Emergency school closure due to measles has not been reported since the temporary closure of a primary school in February 2014 (

Isolation and detection of measles virus: In 2016, prefectural and municipal public health institutes (PHIs) detected/isolated measles from 139 cases (Table 2). Among them, 35 cases (25%) had travelled abroad. Genotype D8 was detected from 66 patients (16 had travelled to Indonesia) during August-October, H1 from 57 patients (travelled to China and Mongolia for 2 each) mostly in August, and B3 from one patient in March (Table 2 & Fifteen cases could not be genotyped. The aforementioned genotypes include those not infected overseas but linked to international airports in Japan (IASR 37: 236-237, 2016) (see pp. 48 and 52 of this issue).

Current laboratory diagnosis practice (see p. 55 of this issue): To ensure that the measles transmission does not exceed 12 months (a criterion for maintaining measles elimination status), specimens from ≥80% of outbreaks need to be genotyped. In 2016, among 165 measles cases, 157 cases were laboratory-confirmed and 139 cases genotyped. In 2016, 85% of all laboratory-confirmed cases were diagnosed by real-time RT-PCR. In the revised version of the “Pathogen Detection Manual” for measles, in order to minimize potential cross contamination from PCR products, the real-time PCR methodology was incorporated ( However, for specimens testing positive by real-time RT-PCR, they must be analyzed by nested RT-PCR for genotyping.

Vaccination coverage: Since FY2006, the routine immunization program in Japan has adopted the measles-rubella (MR) combined vaccine. The vaccination schedule consists of the first vaccination at 1 year of age and the second vaccination within one year before primary school entry. In FY2015, the vaccination coverage for the 1st dose was 96.2% and 92.9% for the 2nd dose. The coverage has been ≥95% for the past 6 years for the 1st dose. While coverage for the 2nd dose has been ≥90% for the past 8 years, it has not reached the targeted 95% (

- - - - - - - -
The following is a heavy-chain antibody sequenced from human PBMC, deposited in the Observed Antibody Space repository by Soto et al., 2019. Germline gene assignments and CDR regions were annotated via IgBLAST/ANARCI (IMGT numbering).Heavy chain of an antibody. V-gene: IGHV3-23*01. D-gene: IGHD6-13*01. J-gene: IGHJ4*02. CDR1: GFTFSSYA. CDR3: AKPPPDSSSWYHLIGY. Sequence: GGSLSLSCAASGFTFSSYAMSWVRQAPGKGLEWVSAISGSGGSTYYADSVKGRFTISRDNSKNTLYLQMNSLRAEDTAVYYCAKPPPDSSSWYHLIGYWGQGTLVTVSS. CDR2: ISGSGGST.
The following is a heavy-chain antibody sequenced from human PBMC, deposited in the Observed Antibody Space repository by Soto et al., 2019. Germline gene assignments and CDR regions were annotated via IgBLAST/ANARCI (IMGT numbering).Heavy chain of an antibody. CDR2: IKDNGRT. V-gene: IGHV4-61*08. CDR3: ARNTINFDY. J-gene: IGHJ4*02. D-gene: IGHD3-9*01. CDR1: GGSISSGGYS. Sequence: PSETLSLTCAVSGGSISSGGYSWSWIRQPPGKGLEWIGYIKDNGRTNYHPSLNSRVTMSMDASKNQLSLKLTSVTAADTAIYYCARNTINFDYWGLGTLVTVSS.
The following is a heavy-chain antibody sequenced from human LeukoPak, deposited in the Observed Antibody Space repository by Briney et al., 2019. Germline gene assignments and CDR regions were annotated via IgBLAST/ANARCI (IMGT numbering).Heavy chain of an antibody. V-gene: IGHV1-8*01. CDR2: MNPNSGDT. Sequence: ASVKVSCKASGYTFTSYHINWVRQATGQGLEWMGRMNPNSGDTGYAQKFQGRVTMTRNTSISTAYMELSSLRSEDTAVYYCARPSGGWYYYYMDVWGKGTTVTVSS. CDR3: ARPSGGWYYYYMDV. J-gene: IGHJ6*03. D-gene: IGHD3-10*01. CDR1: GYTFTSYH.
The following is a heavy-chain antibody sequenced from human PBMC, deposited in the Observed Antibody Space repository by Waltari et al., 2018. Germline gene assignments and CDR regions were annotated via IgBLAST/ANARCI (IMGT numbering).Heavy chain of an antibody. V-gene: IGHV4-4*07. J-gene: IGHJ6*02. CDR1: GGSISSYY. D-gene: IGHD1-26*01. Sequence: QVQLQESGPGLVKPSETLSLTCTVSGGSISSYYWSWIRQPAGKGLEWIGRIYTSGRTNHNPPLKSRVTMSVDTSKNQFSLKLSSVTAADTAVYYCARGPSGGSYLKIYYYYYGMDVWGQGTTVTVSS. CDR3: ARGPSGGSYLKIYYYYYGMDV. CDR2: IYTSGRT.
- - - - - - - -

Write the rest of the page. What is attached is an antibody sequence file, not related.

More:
National Epidemiological Surveillance of Vaccine-Preventable Diseases: In FY2016, 23 prefectures conducted the seroprevalence survey for measles (n=6,462) using the gelatine particle agglutination (PA) assay. Blood specimens were collected from mostly healthy subjects who donated blood or had a routine health exam (see p. 54 of this issue). The antibody positivity (PA antibody titre ≥1:16) among this population ≥2 years old has been ≥95% since FY2011 (Fig. 5).

Further measures to be taken: While Japan’s current status satisfies the condition of “measles elimination”, measles is endemic in many countries overseas (see pp.53, 58 and 59 of this issue). In 2016 alone, 24,000,000 foreigners visited Japan and 16,000,000 Japanese went abroad. Under such conditions, importation of measles from abroad is inevitable. The delayed diagnosis of the earlier cases led to several large measles outbreaks in Japan in 2016 (see p. 48 of this issue). To maintain “measles elimination status”, Japan should be equipped with systems that can prevent further spread following importation of measles. In order to do so, the following are deemed to be important: 1) to maintain coverage of the 1st and 2nd doses of MR vaccine at 95% or higher to maintain a high antibody positive level; 2) to strengthen surveillance for rapid detection and response to prevent further spread; and 3) to increase uptake of vaccination among people who come in contact with a large number of persons, such as healthcare workers, those who work at schools and childcare, staff at airports and other ports of entry, and for those going abroad (see pp. 48 and 56 of this issue).

Copyright 1998 National Institute of Infectious Diseases, Japan